The animation in old Gundam

I don’t possess anywhere near the amount of animation expertise as some people. I can’t pick out individual animators, nor am I well versed in animation directors. However, I do know art, and I do know what I like, so let’s see if I can say something semi-intelligent about animation.

A couple of nights ago I was looking through my Gundam folder for a picture. This picture was a series of six weird looking frames from the notorious 15th of episode of First Gundam– Cucuruz Doan’s Island. While looking for this picture, I came across a bunch of other great stills from the TV series, and it reminded me of how much I just loved the animation in the original Gundam series.

Let’s be honest– the original Gundam TV series had some pretty clunky looking animation. That said, while the animation was really clunky, and at times downright ugly– the movement of characters and mecha was always filled with personality. Thankfully the movie cuts knock out of most of the ugly, and keep the personality.

What do I mean by personality, though? I mean the animation is filled with life. It isn’t sterilized and cleaned up. It’s raw. When the mecha move, even in the nicer looking episodes of the series, they don’t always conform to their models, nor do they act as real machines would. They bend in weird ways and move in a cartoonish manner. Let me dig out a picture to illustrate my point.

Take a look at this picture. The first thing I want you to notice is the Gundam Hammer– it’s not a perfect circle. In fact, it’s actually very much an oval. This frame is just one in a series of frames drawn to depict the movement of the Hammer hitting the Zaku. But why isn’t the Hammer perfectly round? When the Hammer is stretched out like that, it works as sort of a motion blur– it helps the motion seem faster and stronger. Also, notice how bent up the Zaku is. I doubt metal really bends like that, but when drawn in such a way, that Zaku looks pretty fucked up. I suspect it explodes in the next couple of frames. This is what I love about the animation in Gundam– it’s really kinetic. It sacrifices detail for movement, and as a result things tend to flow in a very visually pleasing way.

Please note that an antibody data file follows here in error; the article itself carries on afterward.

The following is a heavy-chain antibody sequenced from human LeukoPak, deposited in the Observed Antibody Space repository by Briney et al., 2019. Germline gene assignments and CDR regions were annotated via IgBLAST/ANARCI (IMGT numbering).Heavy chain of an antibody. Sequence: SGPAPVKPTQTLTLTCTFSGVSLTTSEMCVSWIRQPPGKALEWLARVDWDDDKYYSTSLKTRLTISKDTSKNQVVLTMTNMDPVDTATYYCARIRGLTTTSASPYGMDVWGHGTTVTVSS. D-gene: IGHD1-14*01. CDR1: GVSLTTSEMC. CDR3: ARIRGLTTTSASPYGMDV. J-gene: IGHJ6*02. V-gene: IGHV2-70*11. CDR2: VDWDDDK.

One thing I noticed about the original Gundam series is how there’s a lot of western influence. Yoshikazu Yasuhiko’s designs are very much Japanese, but his contoured, free-flowing lines remind me more of western character designs. The animation itself is also really free flowing and cartoony, free of a lot of obsessive attention to making things move totally realistically. One of my favourite scenes (animation wise) in Gundam isn’t even mecha or character related at all. It’s when the Zeon are landing in Jabro. When they land, you see a snake sleeping on a tree. Once a Zaku or whatever lands right near the snake, the snake’s eyes pop out and I believe its stripes do, too. After that it comes back together and probably falls down. I love this scene.

Sadly, this approach to animation has died in Gundam, and in most Sunrise mecha shows in general. When you watch something like Gundam SEED, Code Geass, or even Gundam 00, the animation is very sterile. There’s no personality in any of the movement, and it’s all very calculated. I understand the mainstream prefers this, but I find it kind of boring.

However, the cartoony, kinetic movement of old Gundam and the like is still alive today. Just look at Gurren Lagann and its various violations of laws of reality. Hell, even look at Clannad. KyoAni, known for their very clean animation that adheres strictly to character sheets gets pretty crazy at times, and by “at times” I mean “whenever Kyou beats the shit out of Sunohara.”